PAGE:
Political consequences of the Iran nuclear deal

No one has found any evidence that Iran has violated the nuclear deal signed in 2015.

US President Donald Trump receives a briefing from senior military leadership at the Cabinet Room of the White House in Washington, DC April 9, 2018.  (photo credit: CARLOS BARRIA / REUTERS)
US President Donald Trump receives a briefing from senior military leadership at the Cabinet Room of the White House in Washington, DC April 9, 2018.
(photo credit: CARLOS BARRIA / REUTERS)
To understand fully the political consequences of the Iran nuclear deal and Donald Trump’s decision to ax it, it is necessary to understand both the progress of Iran’s nuclear facilities and capabilities and the type of game that Iran is playing.
During his Washington visit in January, Mossad chief Yossi Cohen informed Trump of an operation in which the Mossad had raided a secret location in Tehran and taken original documents on Iran’s nuclear weapons program. Prime Minister Benjamin Netanyahu subsequently claimed that Iran had lied about its nuclear ambitions and deceived the US and the Europeans.
Netanyahu further claimed that Iran had not disclosed the details of its past nuclear program fully to the International Atomic Energy Agency (IAEA), as required by the nuclear deal, claiming that Iran’s development of its centrifuges shows its ambitions in this regard. The Associated Press, furthermore, has predicted that Iran will begin replacing currently installed centrifuges with more powerful models.
Without judging whether such accusations or predictions are valid, no one has found any evidence that Iran has violated the JCPOA.
It is worth examining the political consequences of both the Iran nuclear deal and the US withdrawal from it. Some fear that withdrawing from the Iran deal will have disastrous implications for the EU countries as well as the Middle East region. Iran lies between two of the world’s more abundant energy resources, the Caspian Basin and the Persian Gulf, which makes it a possible solution to Europe’s energy dependency on Russia. Energy industry experts argue that Trump’s staunch stance on Iran is likely to keep the price of oil and gasoline at a high level while driving Iran into a deeper alliance with Russia.
The Western powers have in general been neglecting Iran. Even though Iran has followed the requirements set forth in Articles III and IV of the Nuclear Proliferation Treaty (NPT), the US has refused to deliver the nuclear materials for the US-built medical reactor in Tehran. What is more, despite Iran’s adherence to the NPT requirements, the Western powers have been violating Iran’s NPT rights to seek nuclear assistance from other states under paragraph 2 of the treaty’s article IV. Iran is therefore highly likely to enhance its regional power status by challenging the Western powers and establishing domination over the Gulf’s vital energy supply routes.
Former president Barack Obama’s Iran deal has been a positive-sum game in which Iran and all the other powers involved in the 2015 agreement establish win-win cooperation. The deal has, however, dire political consequences, in that Iran is playing the positive-sum game in order to win a future zero-sum (win-lose) game.
Even though Iran has adhered to the NPT’s requirements, it has actively supported Shi’ite terrorist groups and uprisings against Sunni regimes across the region. This makes the claim that Iran is a peaceful nation implausible. Iran has also built a deeper engagement with Russia. On March 14, 2017, for instance, Iran and Russia began the construction of a new reactor at the Bushehr Nuclear Power Plant.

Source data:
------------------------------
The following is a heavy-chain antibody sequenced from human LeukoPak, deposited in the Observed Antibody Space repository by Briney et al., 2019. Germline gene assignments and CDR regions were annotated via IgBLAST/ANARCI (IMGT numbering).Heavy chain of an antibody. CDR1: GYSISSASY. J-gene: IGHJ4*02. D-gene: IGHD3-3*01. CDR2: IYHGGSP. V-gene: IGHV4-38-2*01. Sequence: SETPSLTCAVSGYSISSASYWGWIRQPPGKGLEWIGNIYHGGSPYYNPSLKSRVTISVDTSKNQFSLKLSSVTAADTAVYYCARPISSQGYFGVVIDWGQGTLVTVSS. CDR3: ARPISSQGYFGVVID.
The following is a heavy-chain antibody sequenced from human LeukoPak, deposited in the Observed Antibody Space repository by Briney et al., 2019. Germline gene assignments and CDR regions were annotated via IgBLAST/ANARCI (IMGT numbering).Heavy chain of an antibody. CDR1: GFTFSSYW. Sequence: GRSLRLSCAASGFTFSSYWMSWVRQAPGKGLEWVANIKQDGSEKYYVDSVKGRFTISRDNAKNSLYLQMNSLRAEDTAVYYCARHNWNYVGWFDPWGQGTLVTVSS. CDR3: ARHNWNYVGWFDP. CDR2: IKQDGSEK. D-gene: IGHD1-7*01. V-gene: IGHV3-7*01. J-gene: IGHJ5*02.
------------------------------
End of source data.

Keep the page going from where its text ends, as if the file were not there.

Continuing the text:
Not only has Iran strengthened Hezbollah and Hamas by transferring weapons-grade material, but it has also developed medium-long-range missiles that could threaten such EU countries as Poland, Belgium, Greece and Hungary, as well as Israel.
If Iran were to go nuclear it would escalate tensions in both the Middle East region and Mediterranean. Arab countries would find themselves trapped between a nuclear-armed Iran and a nuclear-armed Israel.
This raises the question of what NATO would do if Turkey, Saudi Arabia and Egypt were to become nuclear powers, as Pakistan already is, in order to deter Iran. Some may consider this question and its associated scenarios to be based on too many assumptions about Iran’s future behavior, but global politics change. Allies can turn into adversaries and vice versa.
It is crucial to know what game Iran is playing and what its endgame is. Netanyahu claims that Project Amad, which is Iran’s nuclear program, has already designed and produced five nuclear warheads with a yield of 10 kilotons. Iran is a major player, with its nuclear project’s sites spread throughout the country.
According to Michael Bar-Zohar, Iran has signed a confidential agreement with Pakistan for such Pakistani scientists as Dr. Abdul Qadeer Khan to help it develop a nuclear bomb. Is it possible that Iran is forming something bigger? Time is on Iran’s side. Cooperation can indeed be used for winning a future victory. Proving that Iran is cheating and playing the game is a challenging task for Israel. Consequently, Israel will be alone.
The author is research director and chief consultant of Global Partnership and Development, New Zealand. She is a conflict analyst and strategy and security consultant. She is currently a research fellow at NATO Defense College. The views expressed in this paper are the author’s and do not necessarily reflect the opinions of Global Partnership and Development Ltd, the NATO Defense College or the North Atlantic Treaty Organization.